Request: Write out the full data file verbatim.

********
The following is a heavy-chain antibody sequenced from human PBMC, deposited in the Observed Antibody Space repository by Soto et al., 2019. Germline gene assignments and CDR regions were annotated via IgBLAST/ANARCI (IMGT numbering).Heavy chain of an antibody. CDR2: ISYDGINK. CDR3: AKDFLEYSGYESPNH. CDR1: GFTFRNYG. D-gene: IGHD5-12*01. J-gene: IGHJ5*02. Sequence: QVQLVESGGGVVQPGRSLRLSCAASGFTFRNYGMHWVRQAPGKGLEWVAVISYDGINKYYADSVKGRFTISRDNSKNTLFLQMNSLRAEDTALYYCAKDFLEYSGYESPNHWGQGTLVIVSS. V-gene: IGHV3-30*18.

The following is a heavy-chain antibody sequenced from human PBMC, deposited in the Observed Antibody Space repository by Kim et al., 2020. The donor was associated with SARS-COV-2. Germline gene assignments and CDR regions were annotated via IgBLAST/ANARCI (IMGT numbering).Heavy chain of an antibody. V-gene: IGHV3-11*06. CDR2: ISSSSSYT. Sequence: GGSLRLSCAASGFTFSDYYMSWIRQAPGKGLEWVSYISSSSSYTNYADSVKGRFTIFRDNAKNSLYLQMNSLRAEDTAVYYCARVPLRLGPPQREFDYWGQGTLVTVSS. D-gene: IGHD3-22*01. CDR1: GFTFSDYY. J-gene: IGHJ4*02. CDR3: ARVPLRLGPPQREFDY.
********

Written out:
The following is a heavy-chain antibody sequenced from human PBMC, deposited in the Observed Antibody Space repository by Soto et al., 2019. Germline gene assignments and CDR regions were annotated via IgBLAST/ANARCI (IMGT numbering).Heavy chain of an antibody. CDR2: ISYDGINK. CDR3: AKDFLEYSGYESPNH. CDR1: GFTFRNYG. D-gene: IGHD5-12*01. J-gene: IGHJ5*02. Sequence: QVQLVESGGGVVQPGRSLRLSCAASGFTFRNYGMHWVRQAPGKGLEWVAVISYDGINKYYADSVKGRFTISRDNSKNTLFLQMNSLRAEDTALYYCAKDFLEYSGYESPNHWGQGTLVIVSS. V-gene: IGHV3-30*18.

The following is a heavy-chain antibody sequenced from human PBMC, deposited in the Observed Antibody Space repository by Kim et al., 2020. The donor was associated with SARS-COV-2. Germline gene assignments and CDR regions were annotated via IgBLAST/ANARCI (IMGT numbering).Heavy chain of an antibody. V-gene: IGHV3-11*06. CDR2: ISSSSSYT. Sequence: GGSLRLSCAASGFTFSDYYMSWIRQAPGKGLEWVSYISSSSSYTNYADSVKGRFTIFRDNAKNSLYLQMNSLRAEDTAVYYCARVPLRLGPPQREFDYWGQGTLVTVSS. D-gene: IGHD3-22*01. CDR1: GFTFSDYY. J-gene: IGHJ4*02. CDR3: ARVPLRLGPPQREFDY.